- Meanwhile, “Tom Hoppe earned the Medal of Bravery and the affectionate nickname “Dances With Bullets” for his heroic August 1994 sprint into sniper fire to rescue three children pinned down in the civil war fury of Visoko, Bosnia. That medal — along with others the former army sergeant earned, including the Meritorious Service Cross — will sit on a shelf this Remembrance Day in a quiet but symbolic protest against the Harper government. The fact one of Canada’s most decorated soldiers, and a respected voice in the peacekeeping community, chose to remove his medals –a decision some troops consider sacrilege — speaks volumes about the level of frustration and disillusionment among ex-soldiers and their families. “It’s very, very hard choice for me to do this … but I don’t know what else to do,” Hoppe said Thursday in an interview with The Canadian Press. “As long as people understand there’s no disrespect to veterans whatsoever. It’s just a choice I’ve made because I can’t sit on the sidelines and do nothing anymore. And I’ve tried everything I can. I’ve tried to work with Veterans Affairs and the government, but every time we go to Veterans Affairs with ideas and stuff it’s a confrontational approach.” The protest is also a way to show supports for ex-soldiers who have launched court challenge against the government’s marquee legislation, the New Veterans Charter — approved by all parties, enacted by the Conservatives in 2006 and defended by the government ever since ….”
- What the families go through “…. military life, the reality for more than 45,000 Canadian families, is a different kind of everyday – one defined by random postings, long deployments and awkward reunions. Remembrance Day tends to focus on the sacrifices soldiers make, but there’s always a family keeping watch at home. As Mills observes, year-long separations add an extra layer to the who-takes-out-the-garbage debate, when husbands and wives return to new household practices – and even, in some cases, an entirely new house, if the family was posted during deployment. Those stresses are multiplied for many families, due to mental-health issues such as post-traumatic stress syndrome, anxiety and depression ….”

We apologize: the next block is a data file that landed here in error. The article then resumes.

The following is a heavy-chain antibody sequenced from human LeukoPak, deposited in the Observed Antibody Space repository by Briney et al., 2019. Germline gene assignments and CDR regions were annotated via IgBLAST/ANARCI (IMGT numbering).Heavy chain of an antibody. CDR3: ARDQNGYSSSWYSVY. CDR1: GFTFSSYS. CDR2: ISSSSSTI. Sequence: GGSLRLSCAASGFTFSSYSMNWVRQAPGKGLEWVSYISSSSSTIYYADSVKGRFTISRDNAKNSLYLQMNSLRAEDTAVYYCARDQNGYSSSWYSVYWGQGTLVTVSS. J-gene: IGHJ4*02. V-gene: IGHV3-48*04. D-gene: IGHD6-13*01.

- More on the RCAF faux Osama relative video being looked into as well as a reminder that one person with less-than-stellar judgement in a group doesn’t mean everyone in the group is the same – more here.
- “…. the Honourable Vic Toews, Canada’s Minister of Public Safety, addressed participants at the Kanishka Project’s Opening Conference, a forum to connect researchers and officials working in the field of counter-terrorism. “Our collective understanding of terrorist threats and of how violent extremism can take root will be strengthened through the research coming out of the Kanishka Project. This opening conference is an important venue where we can exchange ideas, and build communities of research to help inform and shape how we combat terrorism in the future,” said Minister Toews. “Working to prevent future acts of terrorism is the greatest tribute we can offer to the victims of the bombing of Air India Flight 182 and to all victims of terrorism.” On June 23, 2011, the Government of Canada announced the Kanishka Project – a five year $10M initiative which is investing in research on pressing questions for Canada in the field of terrorism and counter-terrorism. The Kanishka Project is named after the Air India Flight 182 plane that was bombed on June 23, 1985, killing 329 people, most of them Canadians. Through this initiative, the Government is funding policy-relevant projects that shed light on terrorism and how best to address it in Canada. The initiative is investing in research through mechanisms like the Kanishka Project Contribution Program, which supports targeted projects funded directly by Public Safety Canada. Research themes are posted on the Public Safety Canada website ….”
- War of 1812 “An obscure military stalemate between the British and Americans has been used by the federal government to overshadow achievements of much greater importance to Canadians, writes Jeffrey Simpson ….” – more here.